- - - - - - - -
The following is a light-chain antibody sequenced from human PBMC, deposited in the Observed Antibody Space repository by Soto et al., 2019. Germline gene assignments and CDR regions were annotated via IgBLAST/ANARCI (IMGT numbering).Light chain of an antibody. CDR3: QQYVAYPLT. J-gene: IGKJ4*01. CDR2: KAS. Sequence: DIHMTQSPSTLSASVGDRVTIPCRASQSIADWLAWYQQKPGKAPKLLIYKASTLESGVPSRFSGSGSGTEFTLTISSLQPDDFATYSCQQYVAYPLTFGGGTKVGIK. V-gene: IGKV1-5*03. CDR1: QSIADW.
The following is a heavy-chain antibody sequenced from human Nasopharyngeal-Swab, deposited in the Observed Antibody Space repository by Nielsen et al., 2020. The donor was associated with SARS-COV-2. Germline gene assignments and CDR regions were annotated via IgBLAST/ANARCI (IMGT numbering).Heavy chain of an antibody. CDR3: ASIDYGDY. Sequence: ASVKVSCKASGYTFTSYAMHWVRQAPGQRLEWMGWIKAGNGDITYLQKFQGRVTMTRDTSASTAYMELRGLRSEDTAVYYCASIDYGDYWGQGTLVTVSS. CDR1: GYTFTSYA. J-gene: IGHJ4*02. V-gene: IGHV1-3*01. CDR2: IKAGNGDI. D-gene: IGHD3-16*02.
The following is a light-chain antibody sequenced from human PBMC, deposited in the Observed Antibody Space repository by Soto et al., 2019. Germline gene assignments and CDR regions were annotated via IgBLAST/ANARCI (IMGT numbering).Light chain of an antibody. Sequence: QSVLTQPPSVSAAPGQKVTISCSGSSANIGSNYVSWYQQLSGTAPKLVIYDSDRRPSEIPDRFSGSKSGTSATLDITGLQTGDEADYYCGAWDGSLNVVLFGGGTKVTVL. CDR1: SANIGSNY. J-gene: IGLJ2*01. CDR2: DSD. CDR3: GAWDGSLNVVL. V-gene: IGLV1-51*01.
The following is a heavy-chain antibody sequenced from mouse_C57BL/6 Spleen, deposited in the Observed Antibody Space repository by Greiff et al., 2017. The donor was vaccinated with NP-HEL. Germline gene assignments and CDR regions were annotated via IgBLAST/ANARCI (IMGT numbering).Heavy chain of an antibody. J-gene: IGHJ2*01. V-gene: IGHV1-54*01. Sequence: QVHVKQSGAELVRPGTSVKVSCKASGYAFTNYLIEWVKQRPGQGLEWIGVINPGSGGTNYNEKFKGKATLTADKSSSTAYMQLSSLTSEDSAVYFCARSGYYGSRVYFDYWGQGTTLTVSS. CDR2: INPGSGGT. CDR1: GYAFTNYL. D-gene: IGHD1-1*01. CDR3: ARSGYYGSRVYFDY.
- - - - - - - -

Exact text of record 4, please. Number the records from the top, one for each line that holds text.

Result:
The following is a heavy-chain antibody sequenced from mouse_C57BL/6 Spleen, deposited in the Observed Antibody Space repository by Greiff et al., 2017. The donor was vaccinated with NP-HEL. Germline gene assignments and CDR regions were annotated via IgBLAST/ANARCI (IMGT numbering).Heavy chain of an antibody. J-gene: IGHJ2*01. V-gene: IGHV1-54*01. Sequence: QVHVKQSGAELVRPGTSVKVSCKASGYAFTNYLIEWVKQRPGQGLEWIGVINPGSGGTNYNEKFKGKATLTADKSSSTAYMQLSSLTSEDSAVYFCARSGYYGSRVYFDYWGQGTTLTVSS. CDR2: INPGSGGT. CDR1: GYAFTNYL. D-gene: IGHD1-1*01. CDR3: ARSGYYGSRVYFDY.